Derek Dooley is playing a dangerous game with Bryce Brown
When Bryce Brown was the #1 recruit in the nation coming out of Wichita in 2009, you just knew his college ride wouldn’t be a smooth one. Back then, his street agent Brian Butler actually implied he might advise Brown to skip college altogether and play in the Canadian Football League. Nah, that shouldn’t have sent up red flags to anyone.
Butler’s basically a college football version of Sonny Vaccaro, meaning that he’s a slimeball of the highest order. The guy actually sold updates of Brown’s recruitment for $59 a year. And I’m sure he cashed in many other ways as well when he was shopping his prized blue chipper around to colleges.
Brown settled on Tennessee as his college choice, and if you pay any attention at all to college football, it’s been a pretty tumultuous year for that program. Between the player arrests and the sudden defection of Lane Kiffin, there’s been more heartache than glee lately in Volunteer Nation.
So with the hiring of Derek Dooley as the new coach, everyone is hoping for a fresh start. That includes Bryce Brown, but the fresh start he’s looking for is back at Kansas State. Brown let Dooley know about his decision to transfer to Manhattan, but he did it via text message this past Tuesday night before heading back to Wichita. Way to man up, Bryce.
Dooley has now confirmed that he hasn’t granted Brown a release and apparently doesn’t intend to do so. Here’s the rationale he provided to Austin Ward of the Knoxville News Sentinel:
Citing three main areas of evaluation, Vols coach Derek Dooley confirmed late Friday night that Brown will not be released from his scholarship - and the fact his request was made in a text message appears to have little to do with the ultimate decision.
“As with the other players who have asked for a release, I went through the same process with the same criteria with Bryce,” Dooley said. “These are the three key factors - what their personal investment into the program was, did they have their heart into it and did they give it a good, fair shot. No. 2, the harm that their departure creates for the organization. No. 3, how they handle it as a professional.
“I’ve done that with every one of these guys — with Aaron (Douglas), with Todd Campbell, with Nick Stephens, Nick Lamaison and now Bryce. So now my decision based on those three factors with Bryce is not to release him.” (Knoxville News Sentinel)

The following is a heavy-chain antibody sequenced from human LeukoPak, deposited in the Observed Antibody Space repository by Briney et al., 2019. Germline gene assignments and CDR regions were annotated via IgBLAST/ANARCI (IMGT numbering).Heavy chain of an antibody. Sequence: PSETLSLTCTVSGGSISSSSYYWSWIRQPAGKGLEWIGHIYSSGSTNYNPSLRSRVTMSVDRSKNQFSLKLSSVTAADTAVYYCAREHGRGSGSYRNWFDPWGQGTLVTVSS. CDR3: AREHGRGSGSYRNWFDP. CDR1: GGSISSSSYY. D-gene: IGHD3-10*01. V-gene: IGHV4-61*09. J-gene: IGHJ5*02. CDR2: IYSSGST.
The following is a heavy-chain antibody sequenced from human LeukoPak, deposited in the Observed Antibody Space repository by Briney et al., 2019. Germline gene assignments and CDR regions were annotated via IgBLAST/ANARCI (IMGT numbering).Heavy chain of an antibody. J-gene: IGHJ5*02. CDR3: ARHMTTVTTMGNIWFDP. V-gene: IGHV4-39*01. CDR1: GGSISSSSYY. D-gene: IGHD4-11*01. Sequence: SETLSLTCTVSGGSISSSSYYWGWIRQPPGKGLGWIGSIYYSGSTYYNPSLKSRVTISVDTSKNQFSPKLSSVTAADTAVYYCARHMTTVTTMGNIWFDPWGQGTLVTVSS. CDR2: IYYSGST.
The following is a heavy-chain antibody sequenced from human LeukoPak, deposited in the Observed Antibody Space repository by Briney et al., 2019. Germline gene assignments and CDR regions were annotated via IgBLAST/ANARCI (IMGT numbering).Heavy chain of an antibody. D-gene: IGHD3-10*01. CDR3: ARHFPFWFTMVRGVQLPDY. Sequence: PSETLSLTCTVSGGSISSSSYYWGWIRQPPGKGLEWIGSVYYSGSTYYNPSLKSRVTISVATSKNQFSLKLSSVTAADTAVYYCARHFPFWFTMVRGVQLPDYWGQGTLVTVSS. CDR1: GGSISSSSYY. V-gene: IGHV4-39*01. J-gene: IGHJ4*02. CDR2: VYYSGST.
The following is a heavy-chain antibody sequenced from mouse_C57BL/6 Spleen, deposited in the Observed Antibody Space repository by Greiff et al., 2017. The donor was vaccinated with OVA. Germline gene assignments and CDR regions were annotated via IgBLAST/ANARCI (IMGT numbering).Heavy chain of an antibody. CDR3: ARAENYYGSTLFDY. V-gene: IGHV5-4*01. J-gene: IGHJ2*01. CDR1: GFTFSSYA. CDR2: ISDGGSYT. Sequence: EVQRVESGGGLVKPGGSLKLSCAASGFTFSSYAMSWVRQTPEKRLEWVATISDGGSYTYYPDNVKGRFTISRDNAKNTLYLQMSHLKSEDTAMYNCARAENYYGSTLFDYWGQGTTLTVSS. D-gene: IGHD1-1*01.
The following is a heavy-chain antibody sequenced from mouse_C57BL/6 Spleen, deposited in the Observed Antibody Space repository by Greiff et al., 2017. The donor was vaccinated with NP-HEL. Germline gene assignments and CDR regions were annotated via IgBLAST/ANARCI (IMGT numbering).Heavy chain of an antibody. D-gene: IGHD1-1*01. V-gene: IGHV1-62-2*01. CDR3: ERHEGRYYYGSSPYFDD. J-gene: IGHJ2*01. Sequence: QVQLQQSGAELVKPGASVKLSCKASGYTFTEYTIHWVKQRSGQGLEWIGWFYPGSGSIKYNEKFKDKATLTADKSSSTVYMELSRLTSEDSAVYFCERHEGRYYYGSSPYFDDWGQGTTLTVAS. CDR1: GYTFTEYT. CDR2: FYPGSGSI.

In a meeting with Dooley a few days before sending his now infamous text message, Brown apparently didn’t hint at wanting his release. All parties involved (including Brown’s father Arthur) agree on that:
“Bryce met with Coach Dooley on Saturday for about 30 minutes and Dooley asked him not to tell anyone they talked,” Arthur Brown said. “I’m really not sure why.”
Dooley acknowleged he met with Brown on Saturday but said he was not asked for a release.
Arthur Brown also said his son, one of the nation’s top recruits entering last season, did not ask Dooley for a release at that meeting. This week Dooley said that the reason Bryce has not been released is because he “has not come to me, looked me in the eye and said, ‘I want a release.’” (ESPN.com)
I’m absolutely positive that the moves Bryce Brown has made this past week were in large part influenced by Brian Butler. And the train wreck that has ensued says all you need to know about Butler’s ability as an adviser as well as the Brown family’s collective judgment in steering Bryce in the right direction.
Brown should have stepped up, met with his coach and politely asked for his release. But after years of being a coddled blue chipper whose strings are being pulled by a two bit con man, I wonder if he even has the capability to do something that classy. That might be asking too much of the kid.
On the flip side, I think Dooley’s playing a dangerous game. Let’s not be naive, Butler was selling Brown’s services in 2009. So when Brown ended up at Tennessee, well, I’ll let you fill in the rest.
If Kiffin and Company found out a way to make it worth Butler’s while to get Brown to become a Vol, then Dooley really should sever ties as quickly as possible. If this drags out and Brown gets frustrated, who knows what sort of information regarding his recruitment might come to light.
If something were to surface, the NCAA won’t nail Kiffin because he’s already long gone. And Brown? He’ll just go about his business at K-State. No, it’ll be Dooley who has to deal with the wreckage in Knoxville. Smarten up, coach.